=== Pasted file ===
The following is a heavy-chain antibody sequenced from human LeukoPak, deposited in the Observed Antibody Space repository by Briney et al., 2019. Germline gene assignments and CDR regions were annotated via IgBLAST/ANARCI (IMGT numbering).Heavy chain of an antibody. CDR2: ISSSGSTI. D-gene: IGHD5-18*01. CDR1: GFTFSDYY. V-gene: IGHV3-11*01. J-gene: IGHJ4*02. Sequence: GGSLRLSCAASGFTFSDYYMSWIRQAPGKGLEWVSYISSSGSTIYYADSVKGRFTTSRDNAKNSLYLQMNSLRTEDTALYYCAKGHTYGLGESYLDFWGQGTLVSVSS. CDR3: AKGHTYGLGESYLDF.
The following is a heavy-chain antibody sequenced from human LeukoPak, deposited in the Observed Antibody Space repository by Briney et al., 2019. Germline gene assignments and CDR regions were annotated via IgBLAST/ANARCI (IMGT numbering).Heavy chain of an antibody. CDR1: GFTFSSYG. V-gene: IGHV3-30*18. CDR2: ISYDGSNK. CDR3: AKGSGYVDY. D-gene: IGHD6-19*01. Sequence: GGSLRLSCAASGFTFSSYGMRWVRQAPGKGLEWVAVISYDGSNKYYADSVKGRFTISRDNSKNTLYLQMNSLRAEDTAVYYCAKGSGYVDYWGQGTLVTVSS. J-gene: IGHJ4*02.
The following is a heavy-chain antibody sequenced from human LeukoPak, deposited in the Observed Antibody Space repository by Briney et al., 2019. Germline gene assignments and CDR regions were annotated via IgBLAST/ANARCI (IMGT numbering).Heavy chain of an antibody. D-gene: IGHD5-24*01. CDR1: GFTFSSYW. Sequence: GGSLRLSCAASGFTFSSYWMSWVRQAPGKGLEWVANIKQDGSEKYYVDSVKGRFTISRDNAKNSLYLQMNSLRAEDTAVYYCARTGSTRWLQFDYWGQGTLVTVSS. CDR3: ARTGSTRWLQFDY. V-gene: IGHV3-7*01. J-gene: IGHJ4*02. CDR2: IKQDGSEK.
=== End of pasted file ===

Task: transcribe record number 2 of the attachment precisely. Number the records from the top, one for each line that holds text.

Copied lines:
The following is a heavy-chain antibody sequenced from human LeukoPak, deposited in the Observed Antibody Space repository by Briney et al., 2019. Germline gene assignments and CDR regions were annotated via IgBLAST/ANARCI (IMGT numbering).Heavy chain of an antibody. CDR1: GFTFSSYG. V-gene: IGHV3-30*18. CDR2: ISYDGSNK. CDR3: AKGSGYVDY. D-gene: IGHD6-19*01. Sequence: GGSLRLSCAASGFTFSSYGMRWVRQAPGKGLEWVAVISYDGSNKYYADSVKGRFTISRDNSKNTLYLQMNSLRAEDTAVYYCAKGSGYVDYWGQGTLVTVSS. J-gene: IGHJ4*02.